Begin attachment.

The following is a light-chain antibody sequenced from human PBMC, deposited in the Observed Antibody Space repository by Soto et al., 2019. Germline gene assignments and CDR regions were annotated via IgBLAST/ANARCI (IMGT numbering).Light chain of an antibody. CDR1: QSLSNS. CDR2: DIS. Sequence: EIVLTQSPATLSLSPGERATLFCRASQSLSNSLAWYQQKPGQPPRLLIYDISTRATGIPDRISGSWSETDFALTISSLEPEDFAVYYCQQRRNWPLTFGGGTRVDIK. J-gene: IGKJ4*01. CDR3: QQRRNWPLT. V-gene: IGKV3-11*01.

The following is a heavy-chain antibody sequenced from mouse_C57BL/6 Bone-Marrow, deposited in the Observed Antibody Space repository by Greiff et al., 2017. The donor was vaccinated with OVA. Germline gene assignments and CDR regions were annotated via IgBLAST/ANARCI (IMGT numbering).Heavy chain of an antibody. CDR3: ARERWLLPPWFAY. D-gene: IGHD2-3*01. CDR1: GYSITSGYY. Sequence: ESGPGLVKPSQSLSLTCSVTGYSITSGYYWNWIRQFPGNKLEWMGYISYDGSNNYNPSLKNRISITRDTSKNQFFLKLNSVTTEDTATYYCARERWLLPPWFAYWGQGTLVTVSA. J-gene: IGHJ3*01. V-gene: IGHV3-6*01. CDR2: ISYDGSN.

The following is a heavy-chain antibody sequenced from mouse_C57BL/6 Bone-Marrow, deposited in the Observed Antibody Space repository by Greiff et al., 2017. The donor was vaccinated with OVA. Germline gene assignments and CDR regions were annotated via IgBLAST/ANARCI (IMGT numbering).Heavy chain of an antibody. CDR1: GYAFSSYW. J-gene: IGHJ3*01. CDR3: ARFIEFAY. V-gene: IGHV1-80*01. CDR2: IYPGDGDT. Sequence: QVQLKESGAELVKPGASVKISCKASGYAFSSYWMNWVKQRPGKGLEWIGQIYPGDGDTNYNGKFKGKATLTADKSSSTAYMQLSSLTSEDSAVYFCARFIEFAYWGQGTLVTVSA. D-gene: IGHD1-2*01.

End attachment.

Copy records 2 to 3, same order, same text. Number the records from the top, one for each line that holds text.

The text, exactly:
The following is a heavy-chain antibody sequenced from mouse_C57BL/6 Bone-Marrow, deposited in the Observed Antibody Space repository by Greiff et al., 2017. The donor was vaccinated with OVA. Germline gene assignments and CDR regions were annotated via IgBLAST/ANARCI (IMGT numbering).Heavy chain of an antibody. CDR3: ARERWLLPPWFAY. D-gene: IGHD2-3*01. CDR1: GYSITSGYY. Sequence: ESGPGLVKPSQSLSLTCSVTGYSITSGYYWNWIRQFPGNKLEWMGYISYDGSNNYNPSLKNRISITRDTSKNQFFLKLNSVTTEDTATYYCARERWLLPPWFAYWGQGTLVTVSA. J-gene: IGHJ3*01. V-gene: IGHV3-6*01. CDR2: ISYDGSN.

The following is a heavy-chain antibody sequenced from mouse_C57BL/6 Bone-Marrow, deposited in the Observed Antibody Space repository by Greiff et al., 2017. The donor was vaccinated with OVA. Germline gene assignments and CDR regions were annotated via IgBLAST/ANARCI (IMGT numbering).Heavy chain of an antibody. CDR1: GYAFSSYW. J-gene: IGHJ3*01. CDR3: ARFIEFAY. V-gene: IGHV1-80*01. CDR2: IYPGDGDT. Sequence: QVQLKESGAELVKPGASVKISCKASGYAFSSYWMNWVKQRPGKGLEWIGQIYPGDGDTNYNGKFKGKATLTADKSSSTAYMQLSSLTSEDSAVYFCARFIEFAYWGQGTLVTVSA. D-gene: IGHD1-2*01.